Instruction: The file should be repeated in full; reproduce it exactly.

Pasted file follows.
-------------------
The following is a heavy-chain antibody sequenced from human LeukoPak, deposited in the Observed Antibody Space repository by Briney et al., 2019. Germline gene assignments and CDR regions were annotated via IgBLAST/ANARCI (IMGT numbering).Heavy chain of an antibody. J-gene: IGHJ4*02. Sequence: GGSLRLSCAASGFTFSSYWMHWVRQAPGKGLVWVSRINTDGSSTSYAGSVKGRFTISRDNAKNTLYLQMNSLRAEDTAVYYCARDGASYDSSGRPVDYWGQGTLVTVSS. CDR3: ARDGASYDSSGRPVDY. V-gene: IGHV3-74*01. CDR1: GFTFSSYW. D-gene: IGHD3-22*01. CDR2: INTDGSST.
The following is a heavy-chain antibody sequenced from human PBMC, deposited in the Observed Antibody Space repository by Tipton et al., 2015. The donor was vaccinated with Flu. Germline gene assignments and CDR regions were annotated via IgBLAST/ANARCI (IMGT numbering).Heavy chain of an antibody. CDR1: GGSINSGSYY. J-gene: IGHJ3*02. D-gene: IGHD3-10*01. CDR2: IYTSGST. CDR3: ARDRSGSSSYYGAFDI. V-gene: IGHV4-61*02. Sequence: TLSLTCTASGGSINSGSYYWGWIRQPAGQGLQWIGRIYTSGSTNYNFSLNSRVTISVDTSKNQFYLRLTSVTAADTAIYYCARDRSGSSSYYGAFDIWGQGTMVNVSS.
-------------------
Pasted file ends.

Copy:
The following is a heavy-chain antibody sequenced from human LeukoPak, deposited in the Observed Antibody Space repository by Briney et al., 2019. Germline gene assignments and CDR regions were annotated via IgBLAST/ANARCI (IMGT numbering).Heavy chain of an antibody. J-gene: IGHJ4*02. Sequence: GGSLRLSCAASGFTFSSYWMHWVRQAPGKGLVWVSRINTDGSSTSYAGSVKGRFTISRDNAKNTLYLQMNSLRAEDTAVYYCARDGASYDSSGRPVDYWGQGTLVTVSS. CDR3: ARDGASYDSSGRPVDY. V-gene: IGHV3-74*01. CDR1: GFTFSSYW. D-gene: IGHD3-22*01. CDR2: INTDGSST.
The following is a heavy-chain antibody sequenced from human PBMC, deposited in the Observed Antibody Space repository by Tipton et al., 2015. The donor was vaccinated with Flu. Germline gene assignments and CDR regions were annotated via IgBLAST/ANARCI (IMGT numbering).Heavy chain of an antibody. CDR1: GGSINSGSYY. J-gene: IGHJ3*02. D-gene: IGHD3-10*01. CDR2: IYTSGST. CDR3: ARDRSGSSSYYGAFDI. V-gene: IGHV4-61*02. Sequence: TLSLTCTASGGSINSGSYYWGWIRQPAGQGLQWIGRIYTSGSTNYNFSLNSRVTISVDTSKNQFYLRLTSVTAADTAIYYCARDRSGSSSYYGAFDIWGQGTMVNVSS.